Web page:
Migration and democracy

Migration has numerous effects on both the source and destination country. The most direct of which of course include the potential drop in wages in destination countries (at least for some skill levels), and the loss of educated individuals (brain drain) in source countries.

There are, however, lots of other more indirect ways in which migration can influence countries. For instance, in the destination country migration can increase the size of the informal labor market, but it can also create more jobs. In the source country, while there may be brain drain, migration prospects can lead to additional human capital accumulation, and remittances can be of huge help for those who stayed at home.

Another way migration can influence the source country is through its effects on source country institutions. This is the topic of this post. In a sense migration is competition between countries: if people don’t like their country, they sort of vote with their feet. They leave. This should incentivize governments to do what the people want. But of course, migration is not completely unregulated, so there are limits to influencing the government in this way.

But migration opportunities have been documented to lead to higher education investments in developing countries. This is because more educated people have better chances of emigrating. Of course, not everyone can emigrate, so in a way just the existence of the phenomenon of migration can help raise human capital (e.g. education) in developing countries.

Finally, democratic values can be transmitted back to the source country by migrants. This can happen directly via return migration, or indirectly via supporting local political movements, talking to relatives who stayed at home, etc.

On the other hand, migration is not a homogeneous thing. Specifically, more educated and skilled people tend to emigrate more often. These people are generally more politically active. This means that it is people who care more about the political situation that emigrate more. Thus the opposition to the current government can shrink because of migration (Mexico and Haiti are great examples of this). And the remittances that those who stay at home receive can alleviate a potentially bad financial situation of the population. This is positive, but on the other hand it may also delay change, because the people will not be completely unsatisfied.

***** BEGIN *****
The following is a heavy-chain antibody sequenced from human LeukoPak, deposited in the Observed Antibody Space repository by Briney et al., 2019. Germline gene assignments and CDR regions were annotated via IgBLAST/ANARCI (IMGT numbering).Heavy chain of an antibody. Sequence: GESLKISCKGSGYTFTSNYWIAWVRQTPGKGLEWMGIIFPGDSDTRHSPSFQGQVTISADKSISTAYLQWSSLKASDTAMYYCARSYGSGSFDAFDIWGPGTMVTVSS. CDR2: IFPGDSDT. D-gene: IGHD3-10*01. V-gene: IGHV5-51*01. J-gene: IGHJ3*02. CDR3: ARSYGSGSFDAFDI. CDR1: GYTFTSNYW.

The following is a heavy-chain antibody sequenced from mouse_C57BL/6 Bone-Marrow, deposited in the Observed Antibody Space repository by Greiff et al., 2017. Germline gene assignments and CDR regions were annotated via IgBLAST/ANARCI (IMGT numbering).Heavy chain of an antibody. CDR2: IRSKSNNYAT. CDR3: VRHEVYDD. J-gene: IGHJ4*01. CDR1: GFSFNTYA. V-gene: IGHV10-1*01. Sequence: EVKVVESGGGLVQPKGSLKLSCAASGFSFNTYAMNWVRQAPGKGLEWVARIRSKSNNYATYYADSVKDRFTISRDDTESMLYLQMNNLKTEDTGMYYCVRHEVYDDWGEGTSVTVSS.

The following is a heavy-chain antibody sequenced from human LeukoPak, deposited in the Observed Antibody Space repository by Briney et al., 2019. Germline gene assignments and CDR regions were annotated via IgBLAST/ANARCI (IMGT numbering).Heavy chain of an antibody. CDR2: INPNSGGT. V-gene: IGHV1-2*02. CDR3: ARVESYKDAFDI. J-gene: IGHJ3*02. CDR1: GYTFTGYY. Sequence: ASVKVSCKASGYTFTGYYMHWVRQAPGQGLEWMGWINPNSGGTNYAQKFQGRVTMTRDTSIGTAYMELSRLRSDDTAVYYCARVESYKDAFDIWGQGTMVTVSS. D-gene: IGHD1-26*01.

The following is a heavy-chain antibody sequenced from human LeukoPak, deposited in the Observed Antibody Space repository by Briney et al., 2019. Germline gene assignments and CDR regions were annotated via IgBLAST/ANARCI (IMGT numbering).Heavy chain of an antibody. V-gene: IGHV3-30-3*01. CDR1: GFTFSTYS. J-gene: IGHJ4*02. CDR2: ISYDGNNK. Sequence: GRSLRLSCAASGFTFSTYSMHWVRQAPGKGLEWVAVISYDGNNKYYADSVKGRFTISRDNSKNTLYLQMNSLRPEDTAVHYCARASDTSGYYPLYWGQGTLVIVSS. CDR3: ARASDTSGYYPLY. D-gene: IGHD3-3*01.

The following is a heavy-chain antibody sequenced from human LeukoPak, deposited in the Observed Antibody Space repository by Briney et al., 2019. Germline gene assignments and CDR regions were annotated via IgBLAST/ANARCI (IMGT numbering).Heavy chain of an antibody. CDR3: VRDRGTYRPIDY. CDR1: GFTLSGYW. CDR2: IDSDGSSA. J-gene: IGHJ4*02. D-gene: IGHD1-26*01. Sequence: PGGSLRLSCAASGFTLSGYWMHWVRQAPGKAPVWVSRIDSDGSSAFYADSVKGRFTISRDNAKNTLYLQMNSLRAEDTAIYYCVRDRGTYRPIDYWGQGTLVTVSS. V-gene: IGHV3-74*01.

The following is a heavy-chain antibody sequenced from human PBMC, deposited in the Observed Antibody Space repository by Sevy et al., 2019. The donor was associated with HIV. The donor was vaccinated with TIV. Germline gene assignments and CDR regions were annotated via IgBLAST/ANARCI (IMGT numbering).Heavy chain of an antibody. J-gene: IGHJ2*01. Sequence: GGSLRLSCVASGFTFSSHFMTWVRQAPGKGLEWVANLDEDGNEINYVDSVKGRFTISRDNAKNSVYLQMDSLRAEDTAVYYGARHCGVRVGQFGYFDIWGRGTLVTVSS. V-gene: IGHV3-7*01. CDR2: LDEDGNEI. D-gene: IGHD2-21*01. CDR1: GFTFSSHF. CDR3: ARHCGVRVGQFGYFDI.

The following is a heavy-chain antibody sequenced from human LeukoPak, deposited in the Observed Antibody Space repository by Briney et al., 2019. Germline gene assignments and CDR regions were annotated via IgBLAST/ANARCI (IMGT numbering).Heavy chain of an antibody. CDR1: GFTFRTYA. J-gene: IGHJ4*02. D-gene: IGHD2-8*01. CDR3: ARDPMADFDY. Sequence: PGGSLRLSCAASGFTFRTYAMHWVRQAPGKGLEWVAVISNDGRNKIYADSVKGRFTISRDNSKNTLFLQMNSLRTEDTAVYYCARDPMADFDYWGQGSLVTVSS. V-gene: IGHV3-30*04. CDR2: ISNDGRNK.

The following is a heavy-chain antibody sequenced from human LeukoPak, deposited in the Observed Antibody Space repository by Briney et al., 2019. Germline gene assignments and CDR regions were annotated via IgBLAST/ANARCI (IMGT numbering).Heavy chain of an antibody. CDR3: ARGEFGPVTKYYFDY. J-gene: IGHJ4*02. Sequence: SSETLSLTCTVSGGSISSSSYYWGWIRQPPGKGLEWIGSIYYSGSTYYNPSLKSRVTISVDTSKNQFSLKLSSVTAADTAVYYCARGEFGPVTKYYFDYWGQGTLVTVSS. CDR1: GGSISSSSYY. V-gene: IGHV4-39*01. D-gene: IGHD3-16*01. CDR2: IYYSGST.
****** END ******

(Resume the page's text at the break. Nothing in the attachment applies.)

Previous literature have shown that people who emigrated to democratic countries, and then later returned home have a positive effect on democracy in their home countries. This doesn’t seem to hold if the destination country was undemocratic though. Docquier et al. (2014), however, look at migrants who did not return. Can they influence home country institutions? The data used only includes OECD destinations, that is to say all destination countries can be considered democratic.

The authors estimate two models using various econometric techniques. First, they use a static model, which assumes that institutional quality (i.e. the extent of democracy), the migration rate and other variables are in a steady state. This roughly means that it is assumed that the variables reached a level from which they do not deviate unless some external shock (such as a new government, or looser visa requirements) happens. This can be thought of as a long-term model, because in the long-term – while there may be all kinds of transitory shocks – on average a country stays on this steady state unless a permanent shock happens, which may put the country on a new steady state. The authors use 2005 data for this model.

Using several specifications, Docquier et al. (2014) find that the migration rate has significant positive effect on institutional quality in source countries. Higher human capital levels also correlate with higher institutional quality. Quantitatively, a 10 percentage point increase in the migration rate raises standardized institutional quality scores by 12-15 percentage points. The relationship is stronger for political than for economic institutions.

Second, the authors estimate a dynamic model, which is supposed to model the short-term effects of migration on institutions. They use as predictors of current institutional quality the institutional quality five years earlier, migration rate five years earlier, human capital levels five years earlier, and various other controls, also lagged by five years. The lags represent the fact that institutions need time to react to changes in these variables. What is found is that migration also affects institutions in the short run, significantly and positively. Furthermore, human capital and previous institutional quality are also important predictors. This also shows that institutions are indeed persistent.

Robustness checks include using a more sophisticated econometric technique to estimate the model, which indicate that human capital may not necessarily be an important predictor of institutions, but migration retains its positive influence. Furthermore, the models are robust to using different subsamples (for instance by excluding socialist or oil-producing countries). And the authors also find no heterogeneous effects across skill groups. In other words, both low-skill and high-skill emigration rates seem to predict institutional quality.

The conclusion is then that migration rates are good predictors of institutional quality, better than human capital. And that during the years between 1985 and 2005, emigration to democracies from developing countries had a significant positive effect on these source countries’ institutions. Thus as we can see, on average at least, migration contributes to democracy in developing countries.

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